FIG. 4: TIME-KILL CURVE TEST FOR AMOXICILLIN AND (S)-CIS-VERBENOL AGAINST MRSA. The combination between Amoxicillin (25.0 μg/mL) and (S)-cis-Verbenol (500.0 μg/mL) against MRSA. The antibiotic alone was used as control and the combination of the antibiotic and terpene as the assay (P˂0.01, Student paired t-test).
TABLE 4: Log10 VALUES OF CFU AT 24 h FOR THE BACTERIA ASSAYED
|Log10 CFU/mL (t= 24 h)||Log10 CFU (t24) C – Log10 CFU (t24) A|
|S. aureus||A||2.0 ± 1.2||4.3|
|C||6.3 ± 0.24|
|MRSA 1||A||2.3 ± 1.3||5.6|
|C||7.9 ± 0.041|
|MRSA 2||A||5.4 ± 0.17||2.4|
|C||7.8 ± 0.025|
MRSA 1: a combination between amoxicillin (25.0 μg/mL) and (S)-cis-Verbenol (537.5 μg/mL) against methicillin-resistant S. aureus. MRSA 2: a combination between amoxicillin (25.0 μg/mL) and (S)-cis-Verbenol (500.0 μg/mL) against methicillin-resistant S. aureus. Assay (A) = Combination Control (C) = Antibiotic alone
Although the resistance was not reverted, as commented above, nevertheless a significant reduction in the concentration of the antibiotics used were observed, indicating that the combination of natural products and clinically used anti-bacterial is a valid alternative to fight microbial resistance. Moreover, in some cases it can improve the safety of the antibiotics, taking into account the toxicity showed by some of them, that could be diminished if lower concentrations are used.
CONCLUSION: The combination of the monoterpene (S)-cis-Verbenol and the antibiotics amoxicillin and gentamicin showed a synergic effect against a sensitive and a resistant strain of Staphylococcus aureus, which is also resistant to methicillin.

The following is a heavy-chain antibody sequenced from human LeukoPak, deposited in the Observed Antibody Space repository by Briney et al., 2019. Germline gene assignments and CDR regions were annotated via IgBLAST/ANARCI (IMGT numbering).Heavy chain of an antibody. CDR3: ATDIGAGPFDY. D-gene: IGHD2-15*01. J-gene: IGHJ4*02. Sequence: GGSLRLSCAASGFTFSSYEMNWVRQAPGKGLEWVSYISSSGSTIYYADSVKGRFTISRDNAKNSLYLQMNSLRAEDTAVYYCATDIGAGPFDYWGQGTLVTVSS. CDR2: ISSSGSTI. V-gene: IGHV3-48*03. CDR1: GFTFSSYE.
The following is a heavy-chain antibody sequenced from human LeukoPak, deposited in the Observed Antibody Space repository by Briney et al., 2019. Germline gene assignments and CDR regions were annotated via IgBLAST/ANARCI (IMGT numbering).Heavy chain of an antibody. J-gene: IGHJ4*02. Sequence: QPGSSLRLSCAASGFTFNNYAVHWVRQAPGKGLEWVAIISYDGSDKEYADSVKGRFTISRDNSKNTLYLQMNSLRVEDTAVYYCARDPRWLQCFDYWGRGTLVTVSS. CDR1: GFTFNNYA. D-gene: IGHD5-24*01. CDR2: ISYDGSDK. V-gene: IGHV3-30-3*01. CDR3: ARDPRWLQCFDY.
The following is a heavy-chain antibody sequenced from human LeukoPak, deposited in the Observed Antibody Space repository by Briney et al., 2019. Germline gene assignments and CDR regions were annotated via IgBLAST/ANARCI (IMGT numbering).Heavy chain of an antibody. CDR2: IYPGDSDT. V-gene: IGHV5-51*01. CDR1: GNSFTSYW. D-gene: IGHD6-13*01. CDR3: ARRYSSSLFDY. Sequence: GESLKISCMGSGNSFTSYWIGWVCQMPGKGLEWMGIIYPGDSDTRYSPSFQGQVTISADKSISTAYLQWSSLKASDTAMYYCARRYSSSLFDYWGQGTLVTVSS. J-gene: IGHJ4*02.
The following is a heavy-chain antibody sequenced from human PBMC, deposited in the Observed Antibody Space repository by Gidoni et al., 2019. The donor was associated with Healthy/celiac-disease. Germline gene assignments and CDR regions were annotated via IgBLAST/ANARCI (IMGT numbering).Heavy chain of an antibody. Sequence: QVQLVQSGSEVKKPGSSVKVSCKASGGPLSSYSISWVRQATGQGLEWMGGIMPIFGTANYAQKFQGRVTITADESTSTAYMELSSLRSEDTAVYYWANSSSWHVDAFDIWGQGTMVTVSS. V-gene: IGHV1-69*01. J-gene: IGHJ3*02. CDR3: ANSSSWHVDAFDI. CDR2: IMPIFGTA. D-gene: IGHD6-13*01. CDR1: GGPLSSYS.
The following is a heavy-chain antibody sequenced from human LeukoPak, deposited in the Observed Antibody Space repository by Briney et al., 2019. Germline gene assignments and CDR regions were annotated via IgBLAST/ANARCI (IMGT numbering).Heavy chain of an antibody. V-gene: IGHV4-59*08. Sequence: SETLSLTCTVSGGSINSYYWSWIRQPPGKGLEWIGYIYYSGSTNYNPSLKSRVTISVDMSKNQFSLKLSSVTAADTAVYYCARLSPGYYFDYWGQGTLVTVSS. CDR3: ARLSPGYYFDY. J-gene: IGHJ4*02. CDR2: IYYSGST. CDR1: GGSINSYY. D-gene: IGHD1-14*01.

The combination of drugs and terpene lower the MIC of the antibiotics 4 times with respect to the antibiotics alone. The synergic activity was also observed for the terpene and amoxicillin by the time-kill curve method, even at a concentration where the terpene showed no cytotoxicity against human cells.
Although, the resistance is not reverted totally, it opens interesting possibilities about the use of purely natural products along with clinically used drugs to overcome bacterial resistance.
ACKNOWLEDGEMENT: The authors wish to thanks the Faculty of Chemical Sciences of the National University of Asunción, Paraguay, for supporting this work.
CONFLICT OF INTEREST: Authors have no conflicts of interest.
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How to cite this article:
Bobadilla D, Flores-Giubi ME and Alvarenga N: Synergistic effect of (S)-cis-Verbenol with the antibiotics Amoxicillin and Gentamicin against sensitive and resistant Staphylococcus aureus strains. Int J Pharm Sci & Res 2019; 10(5): 2182-88. doi: 10.13040/IJPSR.0975-8232.10(5).2182-88.
All © 2013 are reserved by International Journal of Pharmaceutical Sciences and Research. This Journal licensed under a Creative Commons Attribution-NonCommercial-ShareAlike 3.0 Unported License.
D. Bobadilla, M. E. Flores-Giubi and N. Alvarenga *
Department of Phytochemistry, Faculty of Chemical Sciences, National University of Asunción, San Lorenzo, Paraguay.
22 August 2018
31 October 2018
11 November 2018
01 May 2019